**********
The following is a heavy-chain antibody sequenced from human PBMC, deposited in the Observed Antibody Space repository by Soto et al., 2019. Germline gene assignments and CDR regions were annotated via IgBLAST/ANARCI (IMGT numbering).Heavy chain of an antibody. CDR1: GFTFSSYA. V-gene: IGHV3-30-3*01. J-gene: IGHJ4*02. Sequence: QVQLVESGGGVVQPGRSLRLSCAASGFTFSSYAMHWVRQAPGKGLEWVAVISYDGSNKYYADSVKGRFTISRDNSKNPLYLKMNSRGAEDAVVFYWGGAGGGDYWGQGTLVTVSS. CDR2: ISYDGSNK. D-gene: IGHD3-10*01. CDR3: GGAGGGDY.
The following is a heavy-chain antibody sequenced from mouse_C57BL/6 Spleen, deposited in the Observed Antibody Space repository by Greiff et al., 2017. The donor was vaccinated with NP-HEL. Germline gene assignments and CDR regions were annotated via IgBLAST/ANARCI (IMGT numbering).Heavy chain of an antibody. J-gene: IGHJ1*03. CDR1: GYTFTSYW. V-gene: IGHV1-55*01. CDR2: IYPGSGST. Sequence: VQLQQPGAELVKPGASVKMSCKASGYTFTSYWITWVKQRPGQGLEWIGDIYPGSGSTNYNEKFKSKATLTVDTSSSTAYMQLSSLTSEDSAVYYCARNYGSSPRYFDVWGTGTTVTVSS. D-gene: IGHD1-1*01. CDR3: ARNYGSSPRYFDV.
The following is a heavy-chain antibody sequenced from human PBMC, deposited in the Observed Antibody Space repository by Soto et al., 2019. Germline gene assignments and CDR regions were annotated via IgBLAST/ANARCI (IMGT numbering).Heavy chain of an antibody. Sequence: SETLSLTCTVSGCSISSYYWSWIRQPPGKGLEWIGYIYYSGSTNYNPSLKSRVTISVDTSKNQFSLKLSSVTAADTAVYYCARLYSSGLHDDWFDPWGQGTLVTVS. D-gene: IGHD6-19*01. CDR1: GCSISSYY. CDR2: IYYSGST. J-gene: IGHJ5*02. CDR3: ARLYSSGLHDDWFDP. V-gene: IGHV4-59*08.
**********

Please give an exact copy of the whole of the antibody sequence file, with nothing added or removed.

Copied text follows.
The following is a heavy-chain antibody sequenced from human PBMC, deposited in the Observed Antibody Space repository by Soto et al., 2019. Germline gene assignments and CDR regions were annotated via IgBLAST/ANARCI (IMGT numbering).Heavy chain of an antibody. CDR1: GFTFSSYA. V-gene: IGHV3-30-3*01. J-gene: IGHJ4*02. Sequence: QVQLVESGGGVVQPGRSLRLSCAASGFTFSSYAMHWVRQAPGKGLEWVAVISYDGSNKYYADSVKGRFTISRDNSKNPLYLKMNSRGAEDAVVFYWGGAGGGDYWGQGTLVTVSS. CDR2: ISYDGSNK. D-gene: IGHD3-10*01. CDR3: GGAGGGDY.
The following is a heavy-chain antibody sequenced from mouse_C57BL/6 Spleen, deposited in the Observed Antibody Space repository by Greiff et al., 2017. The donor was vaccinated with NP-HEL. Germline gene assignments and CDR regions were annotated via IgBLAST/ANARCI (IMGT numbering).Heavy chain of an antibody. J-gene: IGHJ1*03. CDR1: GYTFTSYW. V-gene: IGHV1-55*01. CDR2: IYPGSGST. Sequence: VQLQQPGAELVKPGASVKMSCKASGYTFTSYWITWVKQRPGQGLEWIGDIYPGSGSTNYNEKFKSKATLTVDTSSSTAYMQLSSLTSEDSAVYYCARNYGSSPRYFDVWGTGTTVTVSS. D-gene: IGHD1-1*01. CDR3: ARNYGSSPRYFDV.
The following is a heavy-chain antibody sequenced from human PBMC, deposited in the Observed Antibody Space repository by Soto et al., 2019. Germline gene assignments and CDR regions were annotated via IgBLAST/ANARCI (IMGT numbering).Heavy chain of an antibody. Sequence: SETLSLTCTVSGCSISSYYWSWIRQPPGKGLEWIGYIYYSGSTNYNPSLKSRVTISVDTSKNQFSLKLSSVTAADTAVYYCARLYSSGLHDDWFDPWGQGTLVTVS. D-gene: IGHD6-19*01. CDR1: GCSISSYY. CDR2: IYYSGST. J-gene: IGHJ5*02. CDR3: ARLYSSGLHDDWFDP. V-gene: IGHV4-59*08.